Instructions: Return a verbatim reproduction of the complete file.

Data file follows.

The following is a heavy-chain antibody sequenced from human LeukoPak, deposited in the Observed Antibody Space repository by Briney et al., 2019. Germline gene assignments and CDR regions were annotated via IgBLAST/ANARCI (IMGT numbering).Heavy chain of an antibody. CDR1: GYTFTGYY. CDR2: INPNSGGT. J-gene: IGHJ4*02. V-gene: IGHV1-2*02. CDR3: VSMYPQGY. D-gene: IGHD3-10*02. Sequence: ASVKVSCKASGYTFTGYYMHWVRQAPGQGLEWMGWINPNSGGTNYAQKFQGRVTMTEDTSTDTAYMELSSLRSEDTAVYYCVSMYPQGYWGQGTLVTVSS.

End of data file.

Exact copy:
The following is a heavy-chain antibody sequenced from human LeukoPak, deposited in the Observed Antibody Space repository by Briney et al., 2019. Germline gene assignments and CDR regions were annotated via IgBLAST/ANARCI (IMGT numbering).Heavy chain of an antibody. CDR1: GYTFTGYY. CDR2: INPNSGGT. J-gene: IGHJ4*02. V-gene: IGHV1-2*02. CDR3: VSMYPQGY. D-gene: IGHD3-10*02. Sequence: ASVKVSCKASGYTFTGYYMHWVRQAPGQGLEWMGWINPNSGGTNYAQKFQGRVTMTEDTSTDTAYMELSSLRSEDTAVYYCVSMYPQGYWGQGTLVTVSS.